Of those experiencing another type of depression, the highest rate was found in ages 18-24.
"Depression is definitely undertreated," McKnight-Eily said. "Research has indicated that more people are seeking out treatment, but issues in terms of access to care, health insurance coverage -- particularly mental health coverage -- is an issue. Stigma is another barrier to treatment and care, and so is the availability of mental health providers."
The stigma attached to seeking help for depression keeps many from getting treatment, she noted. "People think they're weak or they have a notion that they should be able to handle it," she said.
The word "depression" is used so commonly to mean one is in a foul mood that people don't realize it's a disease, McKnight-Eily said. "It affects you psychologically and emotionally. It's not just having a bad day," she added.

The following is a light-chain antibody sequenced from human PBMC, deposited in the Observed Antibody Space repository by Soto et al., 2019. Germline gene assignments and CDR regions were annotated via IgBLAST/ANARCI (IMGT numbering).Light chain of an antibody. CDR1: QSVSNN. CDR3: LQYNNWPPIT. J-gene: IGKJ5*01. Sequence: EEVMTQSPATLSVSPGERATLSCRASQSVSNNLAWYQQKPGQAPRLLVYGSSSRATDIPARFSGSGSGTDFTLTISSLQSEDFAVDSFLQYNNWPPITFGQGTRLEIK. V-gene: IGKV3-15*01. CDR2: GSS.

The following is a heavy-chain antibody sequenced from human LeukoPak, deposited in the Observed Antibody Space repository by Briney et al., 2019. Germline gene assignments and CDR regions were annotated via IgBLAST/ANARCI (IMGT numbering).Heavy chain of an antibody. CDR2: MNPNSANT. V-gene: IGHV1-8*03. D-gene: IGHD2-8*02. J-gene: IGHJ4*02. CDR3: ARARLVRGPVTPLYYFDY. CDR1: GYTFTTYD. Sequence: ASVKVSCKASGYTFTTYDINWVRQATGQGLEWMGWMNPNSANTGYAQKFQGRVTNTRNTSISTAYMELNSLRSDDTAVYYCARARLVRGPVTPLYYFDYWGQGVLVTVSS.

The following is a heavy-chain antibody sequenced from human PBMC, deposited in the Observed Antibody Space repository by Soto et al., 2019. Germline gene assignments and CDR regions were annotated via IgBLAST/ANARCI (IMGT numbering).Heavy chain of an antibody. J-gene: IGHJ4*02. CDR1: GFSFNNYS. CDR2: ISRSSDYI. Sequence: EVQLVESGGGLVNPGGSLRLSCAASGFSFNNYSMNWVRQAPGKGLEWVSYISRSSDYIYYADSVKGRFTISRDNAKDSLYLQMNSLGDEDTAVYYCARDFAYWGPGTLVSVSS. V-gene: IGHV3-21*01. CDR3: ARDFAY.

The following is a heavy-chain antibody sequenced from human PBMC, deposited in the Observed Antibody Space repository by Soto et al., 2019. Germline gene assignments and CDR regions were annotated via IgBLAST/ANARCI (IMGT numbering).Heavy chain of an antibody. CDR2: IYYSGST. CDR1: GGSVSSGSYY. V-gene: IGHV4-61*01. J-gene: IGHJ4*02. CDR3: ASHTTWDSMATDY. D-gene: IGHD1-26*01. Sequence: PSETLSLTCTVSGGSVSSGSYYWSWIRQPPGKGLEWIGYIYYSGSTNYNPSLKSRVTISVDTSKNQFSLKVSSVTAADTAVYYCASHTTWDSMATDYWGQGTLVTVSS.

Symptoms of depression include experiencing crying spells; feeling unhappy, hopeless, guilty or worthless; losing interest in normal activities; having trouble concentrating or making decisions; less interest in sex; sleep problems; and feeling unusual agitation, irritability and restlessness for more than a few weeks' time.
Eva E. Redei, the David Lawrence Stein Professor of Psychiatry in the Department of Psychiatry and Behavioral Sciences at the Feinberg School of Medicine of Northwestern University, said "there are no real surprises in the report."
Still, Redei was startled to learn that only 6.8 percent of those 65 and older were depressed. "That is not what I have seen in other statistics," she said.
Although depression is often unrecognized and undertreated, Redei said the current therapies are also not completely effective. "Current treatment possibilities are very limited," she said. "We are in the stone ages, compared to other areas of medicine."
Redei noted that current antidepressants work for only about half the patient
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